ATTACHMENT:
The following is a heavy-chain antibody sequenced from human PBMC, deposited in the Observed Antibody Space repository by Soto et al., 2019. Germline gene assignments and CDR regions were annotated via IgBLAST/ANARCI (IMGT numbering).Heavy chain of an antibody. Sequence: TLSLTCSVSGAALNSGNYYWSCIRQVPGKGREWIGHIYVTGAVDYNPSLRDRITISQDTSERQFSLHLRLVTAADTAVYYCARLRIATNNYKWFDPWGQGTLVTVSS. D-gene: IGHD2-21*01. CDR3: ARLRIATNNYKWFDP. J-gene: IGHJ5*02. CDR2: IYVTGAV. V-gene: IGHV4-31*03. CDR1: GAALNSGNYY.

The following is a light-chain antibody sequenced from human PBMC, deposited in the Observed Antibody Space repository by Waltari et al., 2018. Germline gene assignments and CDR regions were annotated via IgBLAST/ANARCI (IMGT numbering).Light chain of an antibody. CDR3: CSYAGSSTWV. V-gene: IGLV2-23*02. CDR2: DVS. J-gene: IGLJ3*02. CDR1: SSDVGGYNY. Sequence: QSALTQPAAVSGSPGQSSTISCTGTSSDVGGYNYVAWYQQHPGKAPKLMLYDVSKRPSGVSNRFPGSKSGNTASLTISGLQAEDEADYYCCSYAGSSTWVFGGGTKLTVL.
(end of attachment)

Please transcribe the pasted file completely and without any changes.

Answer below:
The following is a heavy-chain antibody sequenced from human PBMC, deposited in the Observed Antibody Space repository by Soto et al., 2019. Germline gene assignments and CDR regions were annotated via IgBLAST/ANARCI (IMGT numbering).Heavy chain of an antibody. Sequence: TLSLTCSVSGAALNSGNYYWSCIRQVPGKGREWIGHIYVTGAVDYNPSLRDRITISQDTSERQFSLHLRLVTAADTAVYYCARLRIATNNYKWFDPWGQGTLVTVSS. D-gene: IGHD2-21*01. CDR3: ARLRIATNNYKWFDP. J-gene: IGHJ5*02. CDR2: IYVTGAV. V-gene: IGHV4-31*03. CDR1: GAALNSGNYY.

The following is a light-chain antibody sequenced from human PBMC, deposited in the Observed Antibody Space repository by Waltari et al., 2018. Germline gene assignments and CDR regions were annotated via IgBLAST/ANARCI (IMGT numbering).Light chain of an antibody. CDR3: CSYAGSSTWV. V-gene: IGLV2-23*02. CDR2: DVS. J-gene: IGLJ3*02. CDR1: SSDVGGYNY. Sequence: QSALTQPAAVSGSPGQSSTISCTGTSSDVGGYNYVAWYQQHPGKAPKLMLYDVSKRPSGVSNRFPGSKSGNTASLTISGLQAEDEADYYCCSYAGSSTWVFGGGTKLTVL.